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Chicago Tribune, July 22, 1903. Padlock? Explosion?! Car in the lake?!! Wah??!!!


  1. From now on, whenever I con someone, I’m going to start by asking them to examine a small padlock.

    “Why?” they’ll say. “Why a padlock?”

    “Because the fact that you’re seeing a tiny padlock proves we’re using HTTPS, and therefore, this is not a scam, and I really AM the International Protector of Wallets!”

    “Wow! Here’s my wallet for safekeeping, Mr. Protector! You’re the swellest!”

    • Should oughtta work.

  2. What the hell are they talking about?

  3. We need some answers , stat!

    • Okay, first I wanna reproduce some of the theorizing correspondence that’s going on over at the Straight Dope Boards. Some of the proposed solutions have an amusing Michael Bay quality. Of the following, #3 is the most insightful.

      1)”I googled ‘padlock bet’ and figuring at least one or two explanations would come up, but nothing! Then I did a little research on Houdini, thinking that maybe escaping from a dangerous place while padlocked was something people did when Houdini’s tricks became popular. Houdini was becoming popular in Europe during the time the article was written and toured the U.S. a few years later, around 1910-11. So what it seems to me is that maybe they tried to get this guy to go into the submerged car, someone would chain him up with a padlock, and if he could get out of it, they’d give him some money. Maybe this was a sort of scam that was going on back then? Of course I could be way off, but it was kind of fun to come up with an explanation.
      Edited to add: About the explosion part–I’ve got nothin’.”

      2)”The bet appears to me to be that the mark is shown a padlock that he can’t open and the bet is that one of the con men can open it, with the added spice that he’ll do so and escape from his bonds (held in place by the padlock) while in a car set to roll gently into a lake.
      In the original version, the car was set to explode; either way, the conman apparently runs the risk of dying. (Except they switch padlocks for an easy one to open)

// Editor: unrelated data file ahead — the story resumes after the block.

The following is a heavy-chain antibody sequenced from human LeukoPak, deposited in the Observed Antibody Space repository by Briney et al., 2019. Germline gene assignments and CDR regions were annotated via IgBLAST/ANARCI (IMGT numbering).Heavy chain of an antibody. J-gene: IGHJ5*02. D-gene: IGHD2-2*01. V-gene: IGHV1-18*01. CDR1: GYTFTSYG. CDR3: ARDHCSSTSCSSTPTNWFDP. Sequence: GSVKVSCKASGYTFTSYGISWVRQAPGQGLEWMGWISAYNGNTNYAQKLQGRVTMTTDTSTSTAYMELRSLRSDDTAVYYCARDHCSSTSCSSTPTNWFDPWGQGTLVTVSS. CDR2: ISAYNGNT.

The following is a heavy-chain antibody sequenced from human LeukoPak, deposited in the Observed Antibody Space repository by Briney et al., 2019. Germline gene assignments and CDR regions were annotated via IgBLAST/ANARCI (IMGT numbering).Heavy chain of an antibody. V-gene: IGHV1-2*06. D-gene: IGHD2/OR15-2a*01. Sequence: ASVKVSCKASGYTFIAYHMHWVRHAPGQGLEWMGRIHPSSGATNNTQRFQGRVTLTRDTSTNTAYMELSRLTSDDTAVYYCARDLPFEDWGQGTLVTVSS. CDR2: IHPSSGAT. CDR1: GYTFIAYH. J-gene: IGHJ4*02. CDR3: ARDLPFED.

He obviously will escape in time to defuse the explosives, or stop the car going into the lake, rather than just escape from it, as otherwise they’d need to steal a new car every time they pulled the con!
      It, of course, has nothing to do with any real explosion or car in the water. It’s a con.”

      3)”The padlock bet seems to have been explained: the con men bet a man a small amount that he can’t open a padlock. It’s a trick padlock that anyone can open. The mark opens and wins the bet. The another of the con men bet again, this time for a more substantial fee. The mark agrees. But a different, identical appearing padlock is substituted for the first one. This the mark can’t open, so he loses the bet.
      The other two sentences are probably referring to other cons. The con men would go to the mark, gain his confidence, and say, ‘Hey, want to see the site of the gas explosion? It’s an amazing sight.’ The mark agrees and the con men take him away from the public place, where they rob him.
      In this case, the con men offered to show him where a car fell into the lake. Judging by the article, that was how Ferguson ended up in the park. However, when they produced the padlock, he recognized the scam and realized he was in trouble, so he ran and went to the police.”

      4)”I dunno, that doesn’t seem to mesh with the other events in the article.”

  4. Hey waita minnit! If he was so “breathless” how did he report the matter to the police?

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